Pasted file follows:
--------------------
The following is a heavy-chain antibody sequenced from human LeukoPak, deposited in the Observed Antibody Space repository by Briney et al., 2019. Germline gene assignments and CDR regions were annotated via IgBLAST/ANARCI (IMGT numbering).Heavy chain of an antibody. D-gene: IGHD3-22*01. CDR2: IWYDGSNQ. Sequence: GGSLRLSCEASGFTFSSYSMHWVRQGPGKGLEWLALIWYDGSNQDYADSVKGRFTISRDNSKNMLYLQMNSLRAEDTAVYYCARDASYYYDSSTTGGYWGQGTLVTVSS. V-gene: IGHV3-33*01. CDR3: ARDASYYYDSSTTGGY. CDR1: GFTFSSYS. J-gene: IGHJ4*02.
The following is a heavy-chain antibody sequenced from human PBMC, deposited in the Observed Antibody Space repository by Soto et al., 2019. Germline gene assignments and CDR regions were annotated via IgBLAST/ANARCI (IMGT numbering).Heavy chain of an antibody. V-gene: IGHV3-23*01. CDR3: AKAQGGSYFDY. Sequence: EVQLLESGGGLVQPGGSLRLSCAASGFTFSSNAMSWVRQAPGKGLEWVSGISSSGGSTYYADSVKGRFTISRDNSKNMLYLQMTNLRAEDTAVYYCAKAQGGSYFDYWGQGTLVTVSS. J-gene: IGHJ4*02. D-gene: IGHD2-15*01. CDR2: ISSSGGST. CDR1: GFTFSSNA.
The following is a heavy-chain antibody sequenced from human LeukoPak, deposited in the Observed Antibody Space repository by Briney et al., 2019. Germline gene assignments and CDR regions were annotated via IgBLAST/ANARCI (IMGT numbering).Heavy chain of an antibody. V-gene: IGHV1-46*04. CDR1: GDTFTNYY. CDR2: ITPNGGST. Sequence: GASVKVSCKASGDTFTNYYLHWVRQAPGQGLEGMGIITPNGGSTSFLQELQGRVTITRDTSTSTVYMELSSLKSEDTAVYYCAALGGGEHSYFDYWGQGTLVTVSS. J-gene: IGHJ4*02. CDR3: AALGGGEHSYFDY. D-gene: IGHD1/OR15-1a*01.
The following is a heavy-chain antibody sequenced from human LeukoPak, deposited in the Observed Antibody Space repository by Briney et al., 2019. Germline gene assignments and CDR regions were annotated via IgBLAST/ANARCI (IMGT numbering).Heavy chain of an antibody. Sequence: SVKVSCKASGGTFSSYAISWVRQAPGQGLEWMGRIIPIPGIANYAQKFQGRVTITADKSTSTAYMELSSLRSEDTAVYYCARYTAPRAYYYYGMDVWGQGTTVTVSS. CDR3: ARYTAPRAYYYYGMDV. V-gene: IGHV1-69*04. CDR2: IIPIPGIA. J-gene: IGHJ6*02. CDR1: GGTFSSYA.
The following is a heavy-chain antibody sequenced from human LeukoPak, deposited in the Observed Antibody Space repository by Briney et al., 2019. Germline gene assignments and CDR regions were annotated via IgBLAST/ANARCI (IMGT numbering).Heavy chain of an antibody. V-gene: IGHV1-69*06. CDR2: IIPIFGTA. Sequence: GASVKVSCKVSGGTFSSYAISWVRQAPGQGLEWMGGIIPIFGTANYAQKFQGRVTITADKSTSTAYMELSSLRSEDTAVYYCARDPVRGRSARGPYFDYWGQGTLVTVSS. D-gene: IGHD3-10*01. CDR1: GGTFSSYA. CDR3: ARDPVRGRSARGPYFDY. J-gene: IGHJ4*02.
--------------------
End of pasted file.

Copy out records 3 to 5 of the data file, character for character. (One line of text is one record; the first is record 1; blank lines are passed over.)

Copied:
The following is a heavy-chain antibody sequenced from human LeukoPak, deposited in the Observed Antibody Space repository by Briney et al., 2019. Germline gene assignments and CDR regions were annotated via IgBLAST/ANARCI (IMGT numbering).Heavy chain of an antibody. V-gene: IGHV1-46*04. CDR1: GDTFTNYY. CDR2: ITPNGGST. Sequence: GASVKVSCKASGDTFTNYYLHWVRQAPGQGLEGMGIITPNGGSTSFLQELQGRVTITRDTSTSTVYMELSSLKSEDTAVYYCAALGGGEHSYFDYWGQGTLVTVSS. J-gene: IGHJ4*02. CDR3: AALGGGEHSYFDY. D-gene: IGHD1/OR15-1a*01.
The following is a heavy-chain antibody sequenced from human LeukoPak, deposited in the Observed Antibody Space repository by Briney et al., 2019. Germline gene assignments and CDR regions were annotated via IgBLAST/ANARCI (IMGT numbering).Heavy chain of an antibody. Sequence: SVKVSCKASGGTFSSYAISWVRQAPGQGLEWMGRIIPIPGIANYAQKFQGRVTITADKSTSTAYMELSSLRSEDTAVYYCARYTAPRAYYYYGMDVWGQGTTVTVSS. CDR3: ARYTAPRAYYYYGMDV. V-gene: IGHV1-69*04. CDR2: IIPIPGIA. J-gene: IGHJ6*02. CDR1: GGTFSSYA.
The following is a heavy-chain antibody sequenced from human LeukoPak, deposited in the Observed Antibody Space repository by Briney et al., 2019. Germline gene assignments and CDR regions were annotated via IgBLAST/ANARCI (IMGT numbering).Heavy chain of an antibody. V-gene: IGHV1-69*06. CDR2: IIPIFGTA. Sequence: GASVKVSCKVSGGTFSSYAISWVRQAPGQGLEWMGGIIPIFGTANYAQKFQGRVTITADKSTSTAYMELSSLRSEDTAVYYCARDPVRGRSARGPYFDYWGQGTLVTVSS. D-gene: IGHD3-10*01. CDR1: GGTFSSYA. CDR3: ARDPVRGRSARGPYFDY. J-gene: IGHJ4*02.